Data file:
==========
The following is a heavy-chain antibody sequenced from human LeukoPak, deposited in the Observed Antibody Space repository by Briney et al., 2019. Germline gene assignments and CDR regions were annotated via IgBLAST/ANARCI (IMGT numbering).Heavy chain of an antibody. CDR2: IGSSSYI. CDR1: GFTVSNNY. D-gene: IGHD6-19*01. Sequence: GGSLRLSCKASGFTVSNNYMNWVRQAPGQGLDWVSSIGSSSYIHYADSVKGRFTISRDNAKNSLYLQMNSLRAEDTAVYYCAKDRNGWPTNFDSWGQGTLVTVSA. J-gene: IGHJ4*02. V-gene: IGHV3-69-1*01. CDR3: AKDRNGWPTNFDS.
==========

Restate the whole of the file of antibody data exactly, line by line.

The following is a heavy-chain antibody sequenced from human LeukoPak, deposited in the Observed Antibody Space repository by Briney et al., 2019. Germline gene assignments and CDR regions were annotated via IgBLAST/ANARCI (IMGT numbering).Heavy chain of an antibody. CDR2: IGSSSYI. CDR1: GFTVSNNY. D-gene: IGHD6-19*01. Sequence: GGSLRLSCKASGFTVSNNYMNWVRQAPGQGLDWVSSIGSSSYIHYADSVKGRFTISRDNAKNSLYLQMNSLRAEDTAVYYCAKDRNGWPTNFDSWGQGTLVTVSA. J-gene: IGHJ4*02. V-gene: IGHV3-69-1*01. CDR3: AKDRNGWPTNFDS.